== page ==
• Teeth that have roots that are curved or irregularly shaped can be more difficult to remove. Although, in some instances the curvature may be such that it actually facilitates the extraction.
  • Teeth whose roots are just 1/3 to 2/3rd formed typically make for an easier extraction that those whose roots are fully formed.

    This factor is dependent upon the age of the patient. We discuss this and other age-related issues here: What's the ideal age to have your wisdom teeth extracted?

B) How anticipated extraction difficulty affects treatment planning.

More so than with any other type of tooth, removing wisdom teeth routinely poses an assortment of challenges (ranging from just minor to significant). And this level of difficulty must be factored into the way your dentist plans your case.

1) Some wisdom teeth are quite easy to remove.

You don't have to expect the worst. In the case of fully erupted 3rd molars (those that have come all of the way into place), the extraction process may be no more difficult than with any other molar, and possibly less.

Examples.
  • When compared with the molars in front of them, there's a tendency for wisdom teeth to be slightly smaller and more likely to have fused roots. Either of these factors can help to make their removal comparatively less difficult.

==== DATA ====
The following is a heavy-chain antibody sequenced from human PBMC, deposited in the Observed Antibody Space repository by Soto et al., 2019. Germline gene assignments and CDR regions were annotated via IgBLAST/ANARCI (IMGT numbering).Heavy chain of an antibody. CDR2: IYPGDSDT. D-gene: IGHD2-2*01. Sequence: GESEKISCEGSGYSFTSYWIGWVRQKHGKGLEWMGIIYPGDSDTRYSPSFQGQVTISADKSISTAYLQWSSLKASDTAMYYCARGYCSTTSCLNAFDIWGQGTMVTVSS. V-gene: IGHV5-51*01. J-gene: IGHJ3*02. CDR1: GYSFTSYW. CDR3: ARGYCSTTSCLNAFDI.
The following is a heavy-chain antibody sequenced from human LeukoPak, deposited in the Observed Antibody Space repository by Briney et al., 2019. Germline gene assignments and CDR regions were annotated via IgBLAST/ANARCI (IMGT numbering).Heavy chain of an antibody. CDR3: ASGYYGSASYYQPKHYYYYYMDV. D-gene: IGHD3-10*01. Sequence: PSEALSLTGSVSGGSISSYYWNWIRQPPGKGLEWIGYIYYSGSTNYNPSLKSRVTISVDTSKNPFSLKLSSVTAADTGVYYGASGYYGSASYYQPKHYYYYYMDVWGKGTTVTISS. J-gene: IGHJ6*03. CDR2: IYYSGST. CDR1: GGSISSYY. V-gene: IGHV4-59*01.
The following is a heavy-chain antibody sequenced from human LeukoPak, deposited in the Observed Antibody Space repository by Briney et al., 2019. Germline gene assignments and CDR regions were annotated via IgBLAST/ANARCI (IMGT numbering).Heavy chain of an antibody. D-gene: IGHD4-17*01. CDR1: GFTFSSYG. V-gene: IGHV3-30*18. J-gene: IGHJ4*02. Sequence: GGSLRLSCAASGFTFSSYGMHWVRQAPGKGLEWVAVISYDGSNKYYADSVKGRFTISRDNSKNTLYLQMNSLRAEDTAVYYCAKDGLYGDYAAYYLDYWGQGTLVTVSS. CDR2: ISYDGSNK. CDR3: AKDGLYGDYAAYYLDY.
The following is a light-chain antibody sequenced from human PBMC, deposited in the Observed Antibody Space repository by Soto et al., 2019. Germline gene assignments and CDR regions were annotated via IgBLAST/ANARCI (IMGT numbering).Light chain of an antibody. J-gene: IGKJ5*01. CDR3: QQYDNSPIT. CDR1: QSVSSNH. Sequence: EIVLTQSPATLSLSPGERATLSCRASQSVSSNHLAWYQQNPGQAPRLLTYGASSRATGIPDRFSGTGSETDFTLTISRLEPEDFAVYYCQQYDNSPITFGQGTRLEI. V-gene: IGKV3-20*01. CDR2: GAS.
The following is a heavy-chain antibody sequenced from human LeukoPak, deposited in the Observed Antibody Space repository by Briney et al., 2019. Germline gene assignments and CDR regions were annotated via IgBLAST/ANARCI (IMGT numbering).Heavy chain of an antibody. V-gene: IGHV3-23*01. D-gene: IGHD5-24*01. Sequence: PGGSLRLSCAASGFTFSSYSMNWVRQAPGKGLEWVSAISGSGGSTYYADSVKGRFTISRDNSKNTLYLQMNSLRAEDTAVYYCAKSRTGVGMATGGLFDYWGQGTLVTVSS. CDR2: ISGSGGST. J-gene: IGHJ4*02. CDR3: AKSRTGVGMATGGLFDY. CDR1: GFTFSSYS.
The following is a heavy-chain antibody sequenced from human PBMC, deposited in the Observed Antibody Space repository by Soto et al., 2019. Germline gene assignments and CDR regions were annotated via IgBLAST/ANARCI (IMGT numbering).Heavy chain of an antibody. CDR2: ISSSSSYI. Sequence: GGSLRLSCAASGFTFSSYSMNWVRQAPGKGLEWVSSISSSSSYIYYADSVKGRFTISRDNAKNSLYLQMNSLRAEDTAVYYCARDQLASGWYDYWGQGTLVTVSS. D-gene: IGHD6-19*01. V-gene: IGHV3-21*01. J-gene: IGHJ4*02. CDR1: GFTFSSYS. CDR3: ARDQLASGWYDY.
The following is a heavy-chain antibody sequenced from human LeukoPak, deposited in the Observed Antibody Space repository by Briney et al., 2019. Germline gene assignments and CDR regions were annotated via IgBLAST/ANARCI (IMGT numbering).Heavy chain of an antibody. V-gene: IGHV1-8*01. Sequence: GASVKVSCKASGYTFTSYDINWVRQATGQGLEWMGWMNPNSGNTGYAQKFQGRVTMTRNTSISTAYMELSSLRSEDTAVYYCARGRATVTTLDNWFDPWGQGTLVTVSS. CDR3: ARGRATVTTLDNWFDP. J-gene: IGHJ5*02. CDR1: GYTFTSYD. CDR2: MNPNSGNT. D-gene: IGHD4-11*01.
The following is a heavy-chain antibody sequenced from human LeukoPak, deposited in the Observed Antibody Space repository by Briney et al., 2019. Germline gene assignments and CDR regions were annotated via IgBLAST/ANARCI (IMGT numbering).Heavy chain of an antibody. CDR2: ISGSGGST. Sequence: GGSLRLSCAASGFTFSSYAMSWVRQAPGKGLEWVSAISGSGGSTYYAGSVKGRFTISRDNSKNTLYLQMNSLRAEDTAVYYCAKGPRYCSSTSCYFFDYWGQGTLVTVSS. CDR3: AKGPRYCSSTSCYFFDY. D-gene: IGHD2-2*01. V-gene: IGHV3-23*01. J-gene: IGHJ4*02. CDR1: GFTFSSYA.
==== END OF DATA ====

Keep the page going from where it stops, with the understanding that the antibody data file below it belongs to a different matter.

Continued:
• Upper wisdom teeth that have fused roots can be astonishingly quick and easy to extract.
Takeaways from this section.

This page outlines the steps that take place during routine (simple) extractions. The type of extraction process typically used to remove erupted teeth.

The term "simple" is used because the oral surgery techniques used are straight forward and relatively uninvolved (as compared to surgical extractions, see below).

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2) Some wisdom teeth will require "surgical" intervention.

With impacted third molars, the dentist will of course need to gain access to the tooth they're removing. So in these cases, the dentist will need to perform a "surgical" extraction.

This is the type of process where gum tissue is flapped back and, if needed, bone tissue cut away, so the dentist can visualize and manipulate the tooth. Use the link above for more details.

Takeaways from this section.

You shouldn't be overly apprehensive about the need of having a surgical extraction.

While with many cases it might be impossible to remove a tooth without taking surgical steps, even with borderline cases doing so frequently allows the patient's whole extraction process to go more predictably, quickly and easily.